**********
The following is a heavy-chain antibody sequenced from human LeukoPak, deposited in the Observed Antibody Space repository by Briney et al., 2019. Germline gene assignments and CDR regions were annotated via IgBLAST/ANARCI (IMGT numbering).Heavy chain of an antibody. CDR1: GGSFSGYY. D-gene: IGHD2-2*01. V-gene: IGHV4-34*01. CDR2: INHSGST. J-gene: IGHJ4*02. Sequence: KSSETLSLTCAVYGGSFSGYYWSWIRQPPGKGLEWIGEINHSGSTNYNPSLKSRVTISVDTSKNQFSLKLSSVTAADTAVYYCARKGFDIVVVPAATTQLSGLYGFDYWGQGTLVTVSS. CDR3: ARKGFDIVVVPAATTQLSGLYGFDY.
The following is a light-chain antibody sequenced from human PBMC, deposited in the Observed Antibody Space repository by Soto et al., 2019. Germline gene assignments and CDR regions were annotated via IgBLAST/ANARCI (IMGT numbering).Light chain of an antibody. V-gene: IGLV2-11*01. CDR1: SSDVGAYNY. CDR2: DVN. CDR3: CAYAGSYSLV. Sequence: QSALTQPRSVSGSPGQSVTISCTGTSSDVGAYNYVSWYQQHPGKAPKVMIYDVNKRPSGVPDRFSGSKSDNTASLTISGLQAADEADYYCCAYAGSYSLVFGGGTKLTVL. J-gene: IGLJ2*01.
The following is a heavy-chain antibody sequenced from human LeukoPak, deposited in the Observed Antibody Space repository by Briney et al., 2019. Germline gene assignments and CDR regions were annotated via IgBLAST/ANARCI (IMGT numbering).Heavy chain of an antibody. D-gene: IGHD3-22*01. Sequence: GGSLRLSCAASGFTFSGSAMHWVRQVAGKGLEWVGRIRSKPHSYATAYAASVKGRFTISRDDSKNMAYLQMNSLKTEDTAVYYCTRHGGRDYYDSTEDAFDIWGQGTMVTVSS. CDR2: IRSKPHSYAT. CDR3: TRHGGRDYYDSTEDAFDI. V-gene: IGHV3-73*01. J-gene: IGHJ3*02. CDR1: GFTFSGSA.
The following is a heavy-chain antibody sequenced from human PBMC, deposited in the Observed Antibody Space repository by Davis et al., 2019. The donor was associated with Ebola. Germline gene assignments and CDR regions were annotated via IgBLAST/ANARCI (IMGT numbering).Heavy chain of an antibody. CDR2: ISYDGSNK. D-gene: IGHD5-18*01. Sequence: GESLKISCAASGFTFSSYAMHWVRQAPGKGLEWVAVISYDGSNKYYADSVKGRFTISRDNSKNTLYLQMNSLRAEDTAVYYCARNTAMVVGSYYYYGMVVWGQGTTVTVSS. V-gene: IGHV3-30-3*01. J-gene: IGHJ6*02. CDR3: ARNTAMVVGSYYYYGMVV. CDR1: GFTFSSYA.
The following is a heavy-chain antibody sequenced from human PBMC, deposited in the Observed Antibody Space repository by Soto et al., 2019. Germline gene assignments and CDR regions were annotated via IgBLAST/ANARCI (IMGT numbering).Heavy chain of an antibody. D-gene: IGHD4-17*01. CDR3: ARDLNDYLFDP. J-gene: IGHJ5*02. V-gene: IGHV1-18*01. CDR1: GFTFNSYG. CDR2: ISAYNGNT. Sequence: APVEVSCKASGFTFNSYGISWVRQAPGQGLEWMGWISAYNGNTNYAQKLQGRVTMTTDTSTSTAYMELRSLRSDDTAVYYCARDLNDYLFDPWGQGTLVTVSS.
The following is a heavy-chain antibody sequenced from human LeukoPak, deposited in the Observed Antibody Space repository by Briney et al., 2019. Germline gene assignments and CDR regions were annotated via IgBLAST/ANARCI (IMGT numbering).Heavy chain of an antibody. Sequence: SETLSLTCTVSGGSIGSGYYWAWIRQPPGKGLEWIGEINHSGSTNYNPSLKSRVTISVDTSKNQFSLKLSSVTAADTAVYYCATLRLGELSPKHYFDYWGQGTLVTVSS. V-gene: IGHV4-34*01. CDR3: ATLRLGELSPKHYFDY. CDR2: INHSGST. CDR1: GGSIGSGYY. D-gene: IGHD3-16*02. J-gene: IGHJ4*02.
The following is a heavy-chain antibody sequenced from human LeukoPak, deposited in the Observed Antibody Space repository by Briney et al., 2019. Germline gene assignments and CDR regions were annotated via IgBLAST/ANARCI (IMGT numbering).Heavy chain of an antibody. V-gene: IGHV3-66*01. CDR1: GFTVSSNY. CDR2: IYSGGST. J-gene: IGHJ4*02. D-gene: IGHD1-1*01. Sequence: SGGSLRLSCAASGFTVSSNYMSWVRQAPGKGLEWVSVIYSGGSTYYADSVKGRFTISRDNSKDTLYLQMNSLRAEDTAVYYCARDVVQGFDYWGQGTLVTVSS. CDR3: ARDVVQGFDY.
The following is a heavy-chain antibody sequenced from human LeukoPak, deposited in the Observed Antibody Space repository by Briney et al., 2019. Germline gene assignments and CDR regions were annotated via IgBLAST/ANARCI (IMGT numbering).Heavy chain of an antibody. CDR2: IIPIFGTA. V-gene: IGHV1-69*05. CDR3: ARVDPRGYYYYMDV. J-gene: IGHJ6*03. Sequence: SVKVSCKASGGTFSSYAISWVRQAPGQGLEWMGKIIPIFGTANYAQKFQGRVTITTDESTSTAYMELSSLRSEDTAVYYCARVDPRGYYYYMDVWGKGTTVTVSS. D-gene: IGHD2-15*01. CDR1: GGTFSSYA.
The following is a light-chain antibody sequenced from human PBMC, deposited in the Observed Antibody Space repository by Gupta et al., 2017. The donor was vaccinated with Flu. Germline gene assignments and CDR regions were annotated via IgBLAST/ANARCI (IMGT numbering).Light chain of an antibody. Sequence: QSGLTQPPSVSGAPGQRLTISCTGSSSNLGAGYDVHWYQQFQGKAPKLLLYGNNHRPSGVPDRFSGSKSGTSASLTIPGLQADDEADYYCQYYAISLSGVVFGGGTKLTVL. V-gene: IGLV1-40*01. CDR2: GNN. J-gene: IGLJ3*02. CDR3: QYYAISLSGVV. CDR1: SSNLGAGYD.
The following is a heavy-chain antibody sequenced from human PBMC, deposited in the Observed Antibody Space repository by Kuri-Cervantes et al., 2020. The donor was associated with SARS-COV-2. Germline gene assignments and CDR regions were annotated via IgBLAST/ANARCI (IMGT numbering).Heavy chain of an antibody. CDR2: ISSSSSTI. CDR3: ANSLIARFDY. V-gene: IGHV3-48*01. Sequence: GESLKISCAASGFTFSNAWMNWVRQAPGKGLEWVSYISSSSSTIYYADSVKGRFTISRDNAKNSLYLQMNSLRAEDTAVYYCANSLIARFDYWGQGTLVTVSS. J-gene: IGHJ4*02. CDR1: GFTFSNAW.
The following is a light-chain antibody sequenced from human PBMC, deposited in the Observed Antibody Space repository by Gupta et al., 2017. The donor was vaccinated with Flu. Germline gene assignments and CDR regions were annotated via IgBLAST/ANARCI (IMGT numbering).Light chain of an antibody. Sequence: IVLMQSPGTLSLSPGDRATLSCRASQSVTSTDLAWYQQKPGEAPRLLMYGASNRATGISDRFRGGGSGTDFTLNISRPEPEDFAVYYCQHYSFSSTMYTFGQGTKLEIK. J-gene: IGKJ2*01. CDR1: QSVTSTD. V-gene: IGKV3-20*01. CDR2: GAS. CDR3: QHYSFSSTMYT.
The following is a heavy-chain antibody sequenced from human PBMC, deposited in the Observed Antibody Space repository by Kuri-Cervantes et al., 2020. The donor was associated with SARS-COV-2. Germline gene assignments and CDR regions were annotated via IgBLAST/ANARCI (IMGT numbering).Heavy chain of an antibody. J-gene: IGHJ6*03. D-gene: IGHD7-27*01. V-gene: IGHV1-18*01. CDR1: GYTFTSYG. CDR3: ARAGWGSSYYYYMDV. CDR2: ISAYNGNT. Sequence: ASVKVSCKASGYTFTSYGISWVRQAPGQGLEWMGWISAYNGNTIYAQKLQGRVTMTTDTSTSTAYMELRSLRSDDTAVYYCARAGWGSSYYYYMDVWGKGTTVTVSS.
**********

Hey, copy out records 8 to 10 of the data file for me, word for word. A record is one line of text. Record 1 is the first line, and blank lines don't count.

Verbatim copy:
The following is a heavy-chain antibody sequenced from human LeukoPak, deposited in the Observed Antibody Space repository by Briney et al., 2019. Germline gene assignments and CDR regions were annotated via IgBLAST/ANARCI (IMGT numbering).Heavy chain of an antibody. CDR2: IIPIFGTA. V-gene: IGHV1-69*05. CDR3: ARVDPRGYYYYMDV. J-gene: IGHJ6*03. Sequence: SVKVSCKASGGTFSSYAISWVRQAPGQGLEWMGKIIPIFGTANYAQKFQGRVTITTDESTSTAYMELSSLRSEDTAVYYCARVDPRGYYYYMDVWGKGTTVTVSS. D-gene: IGHD2-15*01. CDR1: GGTFSSYA.
The following is a light-chain antibody sequenced from human PBMC, deposited in the Observed Antibody Space repository by Gupta et al., 2017. The donor was vaccinated with Flu. Germline gene assignments and CDR regions were annotated via IgBLAST/ANARCI (IMGT numbering).Light chain of an antibody. Sequence: QSGLTQPPSVSGAPGQRLTISCTGSSSNLGAGYDVHWYQQFQGKAPKLLLYGNNHRPSGVPDRFSGSKSGTSASLTIPGLQADDEADYYCQYYAISLSGVVFGGGTKLTVL. V-gene: IGLV1-40*01. CDR2: GNN. J-gene: IGLJ3*02. CDR3: QYYAISLSGVV. CDR1: SSNLGAGYD.
The following is a heavy-chain antibody sequenced from human PBMC, deposited in the Observed Antibody Space repository by Kuri-Cervantes et al., 2020. The donor was associated with SARS-COV-2. Germline gene assignments and CDR regions were annotated via IgBLAST/ANARCI (IMGT numbering).Heavy chain of an antibody. CDR2: ISSSSSTI. CDR3: ANSLIARFDY. V-gene: IGHV3-48*01. Sequence: GESLKISCAASGFTFSNAWMNWVRQAPGKGLEWVSYISSSSSTIYYADSVKGRFTISRDNAKNSLYLQMNSLRAEDTAVYYCANSLIARFDYWGQGTLVTVSS. J-gene: IGHJ4*02. CDR1: GFTFSNAW.